I’ll begin with a confession. The other day, I got up with a
list of jobs for the day that required my urgent attention, the
first of which was sifting through e-mails to the Stationary Engine
Mailing List to find a suitable subject for GEM -and
getting the article mostly, if not completely, written.
I had the house to myself, no children to feed or chase away
from the computer so I could get on with the job. The problem was
it was a beautiful day. Contrary to expectations it was warm and
sunny with a pleasant breeze, and the rest of the family had gone
to the first big show of the year. I did try to get on with the
article, honestly, but unfortunately the weather won out and I
raced off to join them, leaving myself a lot less time to get the
The show had an impressive display of stationary engines (even
though this particular show is primarily about historic transport)
and, even more impressively, most of the engines were running most
of the time.
There was an undisputed rumor going up and down the line that
the next show, at the end of the month, will be the rally debut for
Tillie, the 15 HP Tillinghast half-breed oil field engine, last
seen in public at Portland in 2001. As she’s probably the only
half-breed in England, and about twice the horsepower of the
average engine seen on our rally fields, it should be an impressive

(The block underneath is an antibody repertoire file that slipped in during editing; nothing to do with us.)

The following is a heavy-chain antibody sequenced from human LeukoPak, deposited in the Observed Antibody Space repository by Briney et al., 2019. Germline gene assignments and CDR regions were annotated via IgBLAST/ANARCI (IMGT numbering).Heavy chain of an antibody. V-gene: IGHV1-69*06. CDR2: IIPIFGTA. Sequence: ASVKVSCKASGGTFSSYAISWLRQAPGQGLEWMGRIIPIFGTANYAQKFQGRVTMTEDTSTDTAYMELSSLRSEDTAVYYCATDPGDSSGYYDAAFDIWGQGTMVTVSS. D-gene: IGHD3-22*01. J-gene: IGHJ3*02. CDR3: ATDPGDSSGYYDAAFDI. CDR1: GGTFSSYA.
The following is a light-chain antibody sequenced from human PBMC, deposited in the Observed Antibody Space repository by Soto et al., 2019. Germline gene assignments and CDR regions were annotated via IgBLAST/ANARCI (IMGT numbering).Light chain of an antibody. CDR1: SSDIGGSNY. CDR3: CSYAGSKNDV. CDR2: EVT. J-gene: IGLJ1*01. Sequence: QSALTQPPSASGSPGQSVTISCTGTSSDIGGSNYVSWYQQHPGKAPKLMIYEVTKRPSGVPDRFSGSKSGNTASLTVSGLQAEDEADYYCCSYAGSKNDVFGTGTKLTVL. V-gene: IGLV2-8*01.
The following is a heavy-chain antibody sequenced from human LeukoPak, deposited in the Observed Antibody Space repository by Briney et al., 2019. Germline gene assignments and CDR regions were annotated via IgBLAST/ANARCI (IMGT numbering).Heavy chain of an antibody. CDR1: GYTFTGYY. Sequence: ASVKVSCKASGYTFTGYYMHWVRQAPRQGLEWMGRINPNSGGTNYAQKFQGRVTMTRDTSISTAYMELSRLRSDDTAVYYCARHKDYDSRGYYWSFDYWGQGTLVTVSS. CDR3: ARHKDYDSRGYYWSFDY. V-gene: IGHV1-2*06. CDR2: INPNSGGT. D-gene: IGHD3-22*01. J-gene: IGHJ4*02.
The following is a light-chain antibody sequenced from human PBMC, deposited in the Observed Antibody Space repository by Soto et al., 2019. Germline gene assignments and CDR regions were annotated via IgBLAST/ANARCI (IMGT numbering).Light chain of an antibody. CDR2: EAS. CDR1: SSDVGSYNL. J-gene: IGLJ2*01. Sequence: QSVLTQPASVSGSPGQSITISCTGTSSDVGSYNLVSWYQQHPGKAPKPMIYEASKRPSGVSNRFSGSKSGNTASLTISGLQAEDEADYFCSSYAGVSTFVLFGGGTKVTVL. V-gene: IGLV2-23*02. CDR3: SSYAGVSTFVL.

debut, especially given the spectacular setting of parkland at a
country house. I can only hope for weather as good as we had this
I’ve been contributing these articles to GEM for
almost four years, and it’s tricky coming up with something we
haven’t covered before. But the problem of a damaged cylinder
is one that anyone who restores old iron can, and probably will,
come across, so herewith are a few words of wisdom from the folks
on the engine list around the world. Our thread started with the
Problem: You have a really nice old hunk of iron with a messed
up cylinder. Either it is egg shaped, has a nasty gouge down it or
someone left it sitting without the piston, etc. My question is,
what would you do to get it running again?
I’d bore it and flame weld the piston to fit, especially if
it’s a big one as the piston probably won’t be too round,
either. Alternatively, bore it again or sleeve it back to original
I think the answer depends on how badly it’s messed up and
how fat your wallet is. Lightly damaged, you might get by with a
rigid power hone and oversize rings. Maybe you will need to build
up the piston with flame spray.
A local score (like that done by the end of a loose wristpin)